Thursday, May 27, 2010

Clash of the (Tech) Titans

It's kind of fascinating how, in a few short years, Apple has launced some of the most powerful and widely accepted devices in the world. The iP trio -- iPod, iPhone, iPad -- have become synonymous with high-tech cool. So much so that Apple has now surpassed Microsoft as the largest tech company. According to Reuters News Service, Apple surged past Microsoft as "...Apple's shares rose as much 2.8 percent on Nasdaq on Wednesday, as Microsoft shares floundered, briefly pushing its market value above $229 billion, ahead of its longtime rival.

"Both stocks ended down after a late-day sell-off, but Apple emerged ahead with a market value of about $222 billion, compared with Microsoft's $219 billion, according to Reuters data."


As an Apple user since the Mac first came out way before the turn of the century and in those strange Orwellian days of 1984, I have had a personal stake in Apple's success. (Like my stake means anything in the overall scheme of things. This and $5.00 will get me a cup of coffee at any coffee house in the country, but that's beside the point.) I really didn't want a one-operating system world. I loved watching David go against the ever-growing Goliath. I wanted to see a Newton-ian shift in power as the apple fell from its height and knocked Goliath down. Not out, but down. And I also realize that that proverbial apple would have had to have been thrown upwards because Apple never seemed to gain enough of a foothold to get above Microsoft. (We all know why, so why belabor that point.)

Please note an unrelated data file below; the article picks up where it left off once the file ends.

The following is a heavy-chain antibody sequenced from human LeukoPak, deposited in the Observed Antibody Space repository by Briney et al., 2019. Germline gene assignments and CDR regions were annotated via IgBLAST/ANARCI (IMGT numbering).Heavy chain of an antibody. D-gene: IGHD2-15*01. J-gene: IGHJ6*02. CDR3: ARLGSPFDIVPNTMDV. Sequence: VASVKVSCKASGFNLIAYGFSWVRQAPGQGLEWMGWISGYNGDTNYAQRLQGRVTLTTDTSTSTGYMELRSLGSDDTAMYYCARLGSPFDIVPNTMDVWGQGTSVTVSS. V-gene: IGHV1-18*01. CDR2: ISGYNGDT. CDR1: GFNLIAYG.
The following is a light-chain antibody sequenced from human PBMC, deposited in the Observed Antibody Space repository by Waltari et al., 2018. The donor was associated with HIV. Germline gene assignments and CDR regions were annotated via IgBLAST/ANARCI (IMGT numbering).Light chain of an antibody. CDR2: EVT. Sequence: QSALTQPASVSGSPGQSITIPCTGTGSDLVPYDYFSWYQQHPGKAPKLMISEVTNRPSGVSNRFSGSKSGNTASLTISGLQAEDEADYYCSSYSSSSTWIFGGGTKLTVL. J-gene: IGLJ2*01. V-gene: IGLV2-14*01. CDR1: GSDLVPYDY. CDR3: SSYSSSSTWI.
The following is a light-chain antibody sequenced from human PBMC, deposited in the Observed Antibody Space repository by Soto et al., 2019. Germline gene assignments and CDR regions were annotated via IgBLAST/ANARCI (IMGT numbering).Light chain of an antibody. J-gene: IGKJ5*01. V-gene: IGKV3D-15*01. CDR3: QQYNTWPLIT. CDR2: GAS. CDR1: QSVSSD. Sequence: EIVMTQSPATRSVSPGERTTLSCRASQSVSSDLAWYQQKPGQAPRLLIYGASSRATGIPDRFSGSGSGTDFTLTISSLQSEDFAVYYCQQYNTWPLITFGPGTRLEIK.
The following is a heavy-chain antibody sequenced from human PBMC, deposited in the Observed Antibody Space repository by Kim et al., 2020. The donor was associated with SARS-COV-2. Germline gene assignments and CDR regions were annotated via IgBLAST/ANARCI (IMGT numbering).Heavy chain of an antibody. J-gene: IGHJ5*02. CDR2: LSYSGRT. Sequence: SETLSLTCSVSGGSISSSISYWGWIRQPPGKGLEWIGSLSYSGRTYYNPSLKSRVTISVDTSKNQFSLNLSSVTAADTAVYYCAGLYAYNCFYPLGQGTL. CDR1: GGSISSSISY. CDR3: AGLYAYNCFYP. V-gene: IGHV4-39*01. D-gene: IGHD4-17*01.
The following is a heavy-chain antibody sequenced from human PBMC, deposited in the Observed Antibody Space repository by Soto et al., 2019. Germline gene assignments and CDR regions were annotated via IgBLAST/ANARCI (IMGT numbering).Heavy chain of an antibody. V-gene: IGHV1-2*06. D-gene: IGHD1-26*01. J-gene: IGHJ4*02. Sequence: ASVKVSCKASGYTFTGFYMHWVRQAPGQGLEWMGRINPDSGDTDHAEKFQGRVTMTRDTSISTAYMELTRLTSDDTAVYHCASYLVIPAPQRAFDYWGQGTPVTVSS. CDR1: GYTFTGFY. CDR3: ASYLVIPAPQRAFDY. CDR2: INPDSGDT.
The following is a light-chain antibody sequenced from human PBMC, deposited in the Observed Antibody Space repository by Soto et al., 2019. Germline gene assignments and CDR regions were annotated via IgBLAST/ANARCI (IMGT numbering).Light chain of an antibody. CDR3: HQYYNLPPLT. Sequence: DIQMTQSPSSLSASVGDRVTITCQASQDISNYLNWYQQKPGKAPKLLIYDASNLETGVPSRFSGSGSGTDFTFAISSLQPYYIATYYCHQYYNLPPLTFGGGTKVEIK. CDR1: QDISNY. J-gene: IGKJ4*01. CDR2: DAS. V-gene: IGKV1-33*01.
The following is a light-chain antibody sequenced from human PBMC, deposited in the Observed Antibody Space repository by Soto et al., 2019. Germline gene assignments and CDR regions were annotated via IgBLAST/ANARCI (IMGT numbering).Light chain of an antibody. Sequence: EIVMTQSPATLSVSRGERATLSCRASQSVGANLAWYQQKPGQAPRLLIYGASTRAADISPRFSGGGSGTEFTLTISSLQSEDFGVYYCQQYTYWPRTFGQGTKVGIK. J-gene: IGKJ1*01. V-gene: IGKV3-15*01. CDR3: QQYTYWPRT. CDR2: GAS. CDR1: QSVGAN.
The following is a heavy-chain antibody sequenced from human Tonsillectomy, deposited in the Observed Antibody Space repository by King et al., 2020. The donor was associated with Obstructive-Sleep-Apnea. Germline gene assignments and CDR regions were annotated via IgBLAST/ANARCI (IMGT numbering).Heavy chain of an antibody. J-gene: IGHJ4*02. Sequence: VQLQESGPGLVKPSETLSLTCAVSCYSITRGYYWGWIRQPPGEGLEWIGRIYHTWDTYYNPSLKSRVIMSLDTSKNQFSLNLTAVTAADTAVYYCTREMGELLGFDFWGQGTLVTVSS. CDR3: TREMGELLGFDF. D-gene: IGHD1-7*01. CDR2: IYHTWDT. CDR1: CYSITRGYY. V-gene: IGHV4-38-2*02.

Now, the iWorld is all about Apple. People who badmouth Apple's computers clamor for Apple products of all sort. People who complain about the expense of Mac computers will pay heavy prices for phones, pads, pods, gizmos because of their 'wow' factor and because they have an 'i' in front of the name (hmmm...iWashers and iDryers and iStoves and iBeds and....Oh, enough already!). It's actually a sign of the times as we become more and more connected via smaller and smaller devices. Are we reaching the point where so-called normal computers will no longer exist in the consumer market? Will towers and laptops be relegated to the professional world where movies like Shrek IV and Toy Story IV are created and design firms spit out ads that will inevitably be seen on the i-Pad/Pod/Phone?

It sure looks that way. And it sure looks like, no matter its history, Apple has found a niche that even Bill Gates, et al, can't quite crack.

I can't wait to see what happens next as Goliath enters the colosseum to fight Goliath.

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